The league sometimes uses players to fill in when teams are short-handed. “I’m always excited to play,” said Ashley, a fill-in this season. “It’s fun to show that you can play against anyone. Once I make a basket or two, [the boys] start passing me the ball.”

The Gilroys want the players to be able to play basketball each week, and sometimes sport prevails despite Mother Nature’s plans. On the second Wednesday of the season, rain fell throughout most of the South Shore, except a tiny part, Bellmore.

“There was lightning everywhere but above us,” said Caitlin Gilroy, a senior at Mepham High School, the youngest in the family and the last Gilroy who will participate as a player in the league. “It was raining all around and for some reason it didn’t come here.”

She didn’t need a meteorologist to explain why.

“It’s probably, Timmy,” she said.


Peggy Gilroy remembers the promise her 9-year-old son, Matt, made a few days after Timmy passed away in 1993.

“Matt said, ‘I’m going to wear Timmy’s [sports jersey] number [97], forever,’ ” Gilroy recalled. “He said, ‘I’m going to take it anywhere I go, and I’m going to go everywhere he should have went.’ ”

Matt Gilroy has taken his brother’s number many places throughout his collegiate, and now professional, hockey career, including stops in Massachusetts, New York, Connecticut, Florida, Ottawa, Texas, Moscow and Helsinki, Finland, where he is currently playing.

“Sports were always something we did together,” said Matt, 33, who played five seasons in the NHL from 2009 to 2014 with the Rangers, Tampa Bay, Ottawa and Florida. “I did that because I think Timmy would have went great places in sports if he was still around,” he said of the promise he made to his mother.

If Matt couldn’t get a 97 jersey, he would wear the number 9 or 7. Peggy Gilroy would also sew a number 97 patch on the inside of Matt’s sports jerseys, from the time he was a youngster — whether he was playing soccer, basketball, hockey or lacrosse — until his time at St. Mary’s High School in Manhasset.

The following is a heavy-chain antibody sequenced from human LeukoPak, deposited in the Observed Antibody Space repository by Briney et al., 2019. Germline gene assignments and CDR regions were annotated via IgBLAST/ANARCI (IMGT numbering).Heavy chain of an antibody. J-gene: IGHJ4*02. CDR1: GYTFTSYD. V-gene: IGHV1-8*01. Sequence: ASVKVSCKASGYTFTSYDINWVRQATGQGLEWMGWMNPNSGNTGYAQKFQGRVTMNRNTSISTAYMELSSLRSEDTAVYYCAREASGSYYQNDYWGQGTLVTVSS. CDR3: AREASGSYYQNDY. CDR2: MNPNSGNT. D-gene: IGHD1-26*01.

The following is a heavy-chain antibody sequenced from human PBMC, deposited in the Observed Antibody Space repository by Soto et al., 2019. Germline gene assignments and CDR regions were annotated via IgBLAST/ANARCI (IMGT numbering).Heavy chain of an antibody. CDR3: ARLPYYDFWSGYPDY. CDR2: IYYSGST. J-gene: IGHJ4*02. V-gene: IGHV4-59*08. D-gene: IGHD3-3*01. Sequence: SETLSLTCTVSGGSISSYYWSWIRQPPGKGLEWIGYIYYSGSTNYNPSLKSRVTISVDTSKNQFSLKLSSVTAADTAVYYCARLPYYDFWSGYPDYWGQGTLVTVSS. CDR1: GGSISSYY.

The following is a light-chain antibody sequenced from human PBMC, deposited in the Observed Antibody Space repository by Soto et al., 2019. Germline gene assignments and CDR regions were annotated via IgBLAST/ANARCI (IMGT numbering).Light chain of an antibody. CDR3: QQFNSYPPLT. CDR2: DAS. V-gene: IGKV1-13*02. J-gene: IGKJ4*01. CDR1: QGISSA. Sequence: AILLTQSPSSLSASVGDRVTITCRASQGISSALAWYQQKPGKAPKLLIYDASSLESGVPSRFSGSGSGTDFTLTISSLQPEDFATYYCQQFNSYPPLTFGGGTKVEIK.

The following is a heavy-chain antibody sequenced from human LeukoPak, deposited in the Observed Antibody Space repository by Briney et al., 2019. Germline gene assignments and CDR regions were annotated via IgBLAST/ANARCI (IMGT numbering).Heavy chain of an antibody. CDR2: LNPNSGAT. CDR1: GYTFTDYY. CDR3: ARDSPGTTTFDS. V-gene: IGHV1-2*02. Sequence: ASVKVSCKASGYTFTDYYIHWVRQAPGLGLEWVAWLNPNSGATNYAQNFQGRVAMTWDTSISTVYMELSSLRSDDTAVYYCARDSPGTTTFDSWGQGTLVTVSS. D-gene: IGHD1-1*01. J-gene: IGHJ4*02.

“I finally started fulfilling my promise at BU [Boston University], and then it continued with the Rangers,” Matt said. The former college walk-on won the Hobey Baker Memorial award as the top men’s collegiate hockey player and helped Boston win an NCAA championship in 2009. “This is my ninth year as a pro and I’ve always worn 97.”

The defenseman has continued his career overseas and is entering his fourth season in the Kontinental Hockey League. He is a two-time KHL All-Star and signed with Jokerit Helsinki in July.

“I was very fortunate to play in the NHL,” said Matt, who is married to Fox Sports reporter and fellow Boston University alum Jenny Taft. “But I still get to continue my career, travel all over the world, see crazy places and have great life experiences.”

All while keeping his childhood promise.

— John Boell


23 Games played each night

92 Games played each week

180 Teams

185 Coaches

80 Volunteers

6 Hours each night to set up, play games, put everything away

$3,000 Timmy League’s 2016 donation to Special Spaces of Bellmore, a charity that creates dream bedrooms for children with life-threatening illnesses.


Games are played at 2320 Bedford Ave., Bellmore

There is a Timmy Gilroy Memorial Summer League page on Facebook, as well as an Instagram account: @thetimmyleague. The league’s website is